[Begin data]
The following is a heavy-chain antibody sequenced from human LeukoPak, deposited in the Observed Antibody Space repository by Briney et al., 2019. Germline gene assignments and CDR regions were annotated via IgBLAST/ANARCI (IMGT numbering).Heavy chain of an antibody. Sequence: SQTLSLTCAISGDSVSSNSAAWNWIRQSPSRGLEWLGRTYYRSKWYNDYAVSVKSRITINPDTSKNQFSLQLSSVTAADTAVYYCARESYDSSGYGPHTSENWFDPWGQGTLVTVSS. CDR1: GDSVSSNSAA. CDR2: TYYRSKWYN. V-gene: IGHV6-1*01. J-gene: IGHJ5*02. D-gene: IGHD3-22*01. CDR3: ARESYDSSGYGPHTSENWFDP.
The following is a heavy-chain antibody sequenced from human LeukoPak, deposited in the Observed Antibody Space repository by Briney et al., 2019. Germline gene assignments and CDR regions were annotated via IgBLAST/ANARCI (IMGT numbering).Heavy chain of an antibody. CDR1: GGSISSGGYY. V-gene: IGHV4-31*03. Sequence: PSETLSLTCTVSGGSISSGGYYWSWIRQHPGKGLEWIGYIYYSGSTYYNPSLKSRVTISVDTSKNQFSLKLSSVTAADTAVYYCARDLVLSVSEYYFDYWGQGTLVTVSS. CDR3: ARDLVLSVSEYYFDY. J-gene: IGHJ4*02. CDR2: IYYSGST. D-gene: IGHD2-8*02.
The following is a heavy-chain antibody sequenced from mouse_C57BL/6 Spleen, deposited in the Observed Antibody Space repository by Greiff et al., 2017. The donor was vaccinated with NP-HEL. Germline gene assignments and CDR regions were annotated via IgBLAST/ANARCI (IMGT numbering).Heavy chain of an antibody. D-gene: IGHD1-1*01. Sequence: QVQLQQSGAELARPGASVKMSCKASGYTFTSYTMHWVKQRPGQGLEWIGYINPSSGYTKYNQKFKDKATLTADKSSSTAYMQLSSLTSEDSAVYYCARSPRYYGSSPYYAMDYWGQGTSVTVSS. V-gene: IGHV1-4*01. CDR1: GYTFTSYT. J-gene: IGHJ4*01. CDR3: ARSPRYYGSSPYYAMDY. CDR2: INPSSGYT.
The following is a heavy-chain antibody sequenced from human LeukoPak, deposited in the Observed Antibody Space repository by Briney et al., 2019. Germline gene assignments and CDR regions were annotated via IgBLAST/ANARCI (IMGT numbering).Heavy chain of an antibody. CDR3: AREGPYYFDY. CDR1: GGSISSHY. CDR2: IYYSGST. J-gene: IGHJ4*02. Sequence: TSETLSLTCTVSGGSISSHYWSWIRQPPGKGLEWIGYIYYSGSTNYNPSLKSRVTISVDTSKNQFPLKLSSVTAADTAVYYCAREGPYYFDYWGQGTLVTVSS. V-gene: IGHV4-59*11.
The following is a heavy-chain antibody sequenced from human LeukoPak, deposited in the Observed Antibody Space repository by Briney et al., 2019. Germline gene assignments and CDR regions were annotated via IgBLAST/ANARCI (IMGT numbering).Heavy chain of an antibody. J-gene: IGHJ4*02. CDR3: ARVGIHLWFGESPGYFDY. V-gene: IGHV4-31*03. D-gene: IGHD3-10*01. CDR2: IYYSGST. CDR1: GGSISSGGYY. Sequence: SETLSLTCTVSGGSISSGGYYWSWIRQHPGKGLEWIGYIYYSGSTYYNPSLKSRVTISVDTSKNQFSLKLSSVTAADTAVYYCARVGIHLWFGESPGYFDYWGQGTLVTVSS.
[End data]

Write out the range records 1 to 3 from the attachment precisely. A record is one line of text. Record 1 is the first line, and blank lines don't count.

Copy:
The following is a heavy-chain antibody sequenced from human LeukoPak, deposited in the Observed Antibody Space repository by Briney et al., 2019. Germline gene assignments and CDR regions were annotated via IgBLAST/ANARCI (IMGT numbering).Heavy chain of an antibody. Sequence: SQTLSLTCAISGDSVSSNSAAWNWIRQSPSRGLEWLGRTYYRSKWYNDYAVSVKSRITINPDTSKNQFSLQLSSVTAADTAVYYCARESYDSSGYGPHTSENWFDPWGQGTLVTVSS. CDR1: GDSVSSNSAA. CDR2: TYYRSKWYN. V-gene: IGHV6-1*01. J-gene: IGHJ5*02. D-gene: IGHD3-22*01. CDR3: ARESYDSSGYGPHTSENWFDP.
The following is a heavy-chain antibody sequenced from human LeukoPak, deposited in the Observed Antibody Space repository by Briney et al., 2019. Germline gene assignments and CDR regions were annotated via IgBLAST/ANARCI (IMGT numbering).Heavy chain of an antibody. CDR1: GGSISSGGYY. V-gene: IGHV4-31*03. Sequence: PSETLSLTCTVSGGSISSGGYYWSWIRQHPGKGLEWIGYIYYSGSTYYNPSLKSRVTISVDTSKNQFSLKLSSVTAADTAVYYCARDLVLSVSEYYFDYWGQGTLVTVSS. CDR3: ARDLVLSVSEYYFDY. J-gene: IGHJ4*02. CDR2: IYYSGST. D-gene: IGHD2-8*02.
The following is a heavy-chain antibody sequenced from mouse_C57BL/6 Spleen, deposited in the Observed Antibody Space repository by Greiff et al., 2017. The donor was vaccinated with NP-HEL. Germline gene assignments and CDR regions were annotated via IgBLAST/ANARCI (IMGT numbering).Heavy chain of an antibody. D-gene: IGHD1-1*01. Sequence: QVQLQQSGAELARPGASVKMSCKASGYTFTSYTMHWVKQRPGQGLEWIGYINPSSGYTKYNQKFKDKATLTADKSSSTAYMQLSSLTSEDSAVYYCARSPRYYGSSPYYAMDYWGQGTSVTVSS. V-gene: IGHV1-4*01. CDR1: GYTFTSYT. J-gene: IGHJ4*01. CDR3: ARSPRYYGSSPYYAMDY. CDR2: INPSSGYT.